Week in Review: Communication breakdown


That Spielberg, what a guy: Few can argue with Philippe Dauman, who this week called Steven Spielberg "one of the great filmmakers of our time and all time." Still, that comment is a far cry from one he made in September, when the president and CEO of DreamWorks parent Viacom called the potential loss of Spielberg, who can leave DreamWorks when his contract expires next year, "completely immaterial" to the bottom line. Whether Dauman has had a change of heart, or is simply rolling out some new steps in a delicate dance of courtship, remains to be seen.

Communications breakdown:
Uh oh, Kevin Martin got a Dingellgram. Rep. John Dingell, D-Mich., one of Congress' most dogged investigators, sent a letter to the FCC chairman this week saying he thinks the agency is losing its grip on things and he's launched an investigation into its methods. Martin has been pushing to undo the general ban that keeps one company from owning a newspaper and a TV station in the same city, and he's been trying to regulate the cable industry using subscriber research numbers that some don't think are accurate.

Table tennis:
Most of us know it's a good idea to listen to what your significant other has to say, and now the WGA and the studios seem to have gotten the message: The latest sessions to end the writers strike have been productive, and name-calling and bickering has been absent (witness statements with words like "common ground" and "substantive").

Next Friday, when ABC's "Boston Legal" wraps production, the acclaimed dramedy will be one of the last scripted shows to do so. The cast and crew have been able to keep their jobs for so long thanks to series creator/executive producer David E. Kelley, who cranked out the scripts of three episodes days before the beginning of the strike. His feat is a throwback to the 1950s and '60s, when scribes were cranking scripts fast to satisfy series' 39-episode orders.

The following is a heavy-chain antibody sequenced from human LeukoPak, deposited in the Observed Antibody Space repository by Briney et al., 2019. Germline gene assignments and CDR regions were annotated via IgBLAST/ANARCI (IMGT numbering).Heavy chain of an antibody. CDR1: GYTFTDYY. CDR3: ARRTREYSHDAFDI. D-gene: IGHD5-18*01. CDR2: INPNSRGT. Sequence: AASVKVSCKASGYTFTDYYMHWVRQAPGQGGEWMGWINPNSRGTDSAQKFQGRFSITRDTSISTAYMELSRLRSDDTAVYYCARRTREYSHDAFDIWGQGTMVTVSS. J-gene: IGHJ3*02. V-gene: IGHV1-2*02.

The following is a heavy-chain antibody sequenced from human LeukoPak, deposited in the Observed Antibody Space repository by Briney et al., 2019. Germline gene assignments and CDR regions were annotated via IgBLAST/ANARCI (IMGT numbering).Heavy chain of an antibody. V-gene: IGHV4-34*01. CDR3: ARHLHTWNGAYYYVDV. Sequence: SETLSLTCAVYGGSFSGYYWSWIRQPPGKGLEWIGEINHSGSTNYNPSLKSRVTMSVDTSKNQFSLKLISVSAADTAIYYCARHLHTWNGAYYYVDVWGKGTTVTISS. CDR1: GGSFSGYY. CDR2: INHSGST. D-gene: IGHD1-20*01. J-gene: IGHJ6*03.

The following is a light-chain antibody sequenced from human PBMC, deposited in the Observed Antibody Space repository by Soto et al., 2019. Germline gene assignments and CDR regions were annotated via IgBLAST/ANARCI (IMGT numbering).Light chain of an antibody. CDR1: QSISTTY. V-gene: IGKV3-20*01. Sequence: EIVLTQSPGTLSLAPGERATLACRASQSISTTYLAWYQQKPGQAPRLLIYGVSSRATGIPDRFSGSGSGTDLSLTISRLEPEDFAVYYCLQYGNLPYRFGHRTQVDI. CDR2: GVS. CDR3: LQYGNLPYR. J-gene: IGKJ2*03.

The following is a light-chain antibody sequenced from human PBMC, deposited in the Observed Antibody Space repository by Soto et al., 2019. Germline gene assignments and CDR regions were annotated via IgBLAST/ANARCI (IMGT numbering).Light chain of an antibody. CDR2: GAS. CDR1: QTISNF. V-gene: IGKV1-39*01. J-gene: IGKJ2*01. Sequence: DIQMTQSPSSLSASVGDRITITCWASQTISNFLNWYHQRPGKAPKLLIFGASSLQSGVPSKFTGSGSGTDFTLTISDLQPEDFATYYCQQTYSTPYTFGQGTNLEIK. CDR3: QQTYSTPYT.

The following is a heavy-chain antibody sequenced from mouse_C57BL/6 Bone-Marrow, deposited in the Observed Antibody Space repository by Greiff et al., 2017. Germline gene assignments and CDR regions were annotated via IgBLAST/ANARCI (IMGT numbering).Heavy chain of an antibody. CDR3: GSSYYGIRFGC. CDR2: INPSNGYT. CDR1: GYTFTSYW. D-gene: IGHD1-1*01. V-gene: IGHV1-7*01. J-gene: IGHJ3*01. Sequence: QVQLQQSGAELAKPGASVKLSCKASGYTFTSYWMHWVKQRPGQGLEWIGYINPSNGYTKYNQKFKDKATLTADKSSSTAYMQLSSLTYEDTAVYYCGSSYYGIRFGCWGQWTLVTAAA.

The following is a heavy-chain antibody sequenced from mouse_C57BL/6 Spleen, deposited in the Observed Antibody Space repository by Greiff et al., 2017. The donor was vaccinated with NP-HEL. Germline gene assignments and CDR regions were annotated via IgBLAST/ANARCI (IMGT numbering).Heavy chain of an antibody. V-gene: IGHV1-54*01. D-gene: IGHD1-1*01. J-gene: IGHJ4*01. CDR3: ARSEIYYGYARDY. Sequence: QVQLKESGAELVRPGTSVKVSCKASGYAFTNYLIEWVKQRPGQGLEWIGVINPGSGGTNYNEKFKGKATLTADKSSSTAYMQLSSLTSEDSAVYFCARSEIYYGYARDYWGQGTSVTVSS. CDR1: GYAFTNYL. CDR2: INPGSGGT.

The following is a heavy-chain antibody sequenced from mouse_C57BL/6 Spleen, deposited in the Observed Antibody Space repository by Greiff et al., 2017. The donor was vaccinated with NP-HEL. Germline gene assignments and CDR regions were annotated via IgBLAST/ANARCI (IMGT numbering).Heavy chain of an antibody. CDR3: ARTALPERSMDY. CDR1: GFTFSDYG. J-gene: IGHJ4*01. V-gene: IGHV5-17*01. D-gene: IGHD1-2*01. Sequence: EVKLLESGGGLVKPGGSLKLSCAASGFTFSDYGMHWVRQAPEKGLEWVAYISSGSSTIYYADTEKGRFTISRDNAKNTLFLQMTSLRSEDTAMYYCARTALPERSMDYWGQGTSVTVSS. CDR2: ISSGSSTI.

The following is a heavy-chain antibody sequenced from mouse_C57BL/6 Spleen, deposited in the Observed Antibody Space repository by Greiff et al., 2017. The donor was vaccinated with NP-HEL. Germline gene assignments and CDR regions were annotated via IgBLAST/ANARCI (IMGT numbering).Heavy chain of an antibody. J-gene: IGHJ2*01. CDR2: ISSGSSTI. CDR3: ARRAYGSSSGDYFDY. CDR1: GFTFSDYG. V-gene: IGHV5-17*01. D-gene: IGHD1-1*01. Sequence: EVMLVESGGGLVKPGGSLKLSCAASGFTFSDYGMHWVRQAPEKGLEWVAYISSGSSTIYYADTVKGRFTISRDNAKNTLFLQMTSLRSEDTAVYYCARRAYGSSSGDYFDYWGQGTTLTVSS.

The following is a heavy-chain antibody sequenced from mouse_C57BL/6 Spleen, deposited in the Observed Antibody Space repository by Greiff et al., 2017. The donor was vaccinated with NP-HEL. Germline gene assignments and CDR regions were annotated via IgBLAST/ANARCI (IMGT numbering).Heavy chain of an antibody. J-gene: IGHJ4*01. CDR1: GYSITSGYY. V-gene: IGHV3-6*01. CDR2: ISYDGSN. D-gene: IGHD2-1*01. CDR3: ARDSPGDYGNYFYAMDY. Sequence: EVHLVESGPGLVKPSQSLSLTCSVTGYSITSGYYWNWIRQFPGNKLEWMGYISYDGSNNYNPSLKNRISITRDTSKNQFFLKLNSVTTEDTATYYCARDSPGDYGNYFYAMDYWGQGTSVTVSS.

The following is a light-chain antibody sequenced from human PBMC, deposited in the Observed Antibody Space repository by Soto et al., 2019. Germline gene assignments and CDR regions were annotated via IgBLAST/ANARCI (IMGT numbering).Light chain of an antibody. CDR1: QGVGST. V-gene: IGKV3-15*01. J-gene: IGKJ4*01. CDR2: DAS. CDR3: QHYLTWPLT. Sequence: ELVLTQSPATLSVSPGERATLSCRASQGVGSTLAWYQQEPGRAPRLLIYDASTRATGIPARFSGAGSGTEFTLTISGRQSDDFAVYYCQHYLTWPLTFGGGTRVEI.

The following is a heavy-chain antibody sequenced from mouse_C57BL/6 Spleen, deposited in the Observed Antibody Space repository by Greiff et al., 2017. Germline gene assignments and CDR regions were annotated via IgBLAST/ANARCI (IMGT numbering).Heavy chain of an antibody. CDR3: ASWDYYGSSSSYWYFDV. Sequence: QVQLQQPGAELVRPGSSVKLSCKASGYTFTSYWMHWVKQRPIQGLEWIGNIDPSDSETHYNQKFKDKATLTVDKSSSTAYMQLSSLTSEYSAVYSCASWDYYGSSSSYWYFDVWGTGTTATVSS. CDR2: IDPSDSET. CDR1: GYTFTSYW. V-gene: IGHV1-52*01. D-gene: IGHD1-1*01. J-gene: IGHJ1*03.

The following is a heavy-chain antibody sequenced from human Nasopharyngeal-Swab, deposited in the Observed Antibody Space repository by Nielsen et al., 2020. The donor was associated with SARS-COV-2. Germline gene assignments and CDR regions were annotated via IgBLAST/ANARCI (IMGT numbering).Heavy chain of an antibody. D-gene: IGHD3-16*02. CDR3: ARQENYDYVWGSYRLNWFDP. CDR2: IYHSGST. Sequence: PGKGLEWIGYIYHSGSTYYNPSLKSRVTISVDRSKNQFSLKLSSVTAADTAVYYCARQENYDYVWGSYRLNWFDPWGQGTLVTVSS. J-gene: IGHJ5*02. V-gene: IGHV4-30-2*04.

Jay Leno became the last among the high-profile late-night TV hosts to keep his staffers on the payroll as the strike goes on. "The Tonight Show" host will dip into his pocket for at least a week to fork over the salaries of about 80 staffers who were laid off Nov. 30. While the other hosts made the moves pre-emptively, Leno's came after the staff of his show was laid off. Better late than never.

The big game:
In a move that will redraw the video game landscape, Vivendi has agreed to pay $9.8 billion to merge its Vivendi Games unit with Activision and take a 52% stake in the new firm. The new gaming giant will house such hit franchises as "World of Warcraft" -- with more than 9.3 million subscribers, the world's biggest massively multiplayer online role-playing game -- "Guitar Hero" and "Tony Hawk," and it will match or overtake market leader Electronic Arts in key performance measures.

Elisabeth Murdoch's Shine Prods. is poised to make a $200 million swoop on Reveille, the production company behind "Ugly Betty" and "The Office." Launched by Ben Silverman in 2002 with backing from Barry Diller's IAC, Reveille has been without Silverman since he left in June to take a top post at NBC Universal. An acquisition by London-based Shine would place Reveille within a production super-indie valued at as much as $514 million.

End credits:
Russell Crowe will replace Brad Pitt in "State of Play," saving Universal and Working Title's delayed political thriller from shutting down. ... Johnny Depp has joined Michael Mann for a film about the Depression-era crime wave at Universal. ... Josh Brolin, Emile Hirsch and James Franco are in final negotiations to appear opposite Sean Penn in Gus Van Sant's biopic "Milk." ... Steven R. McQueen, the grandson of the late Steve McQueen, is starring in the Disney Channel original movie "Minutemen."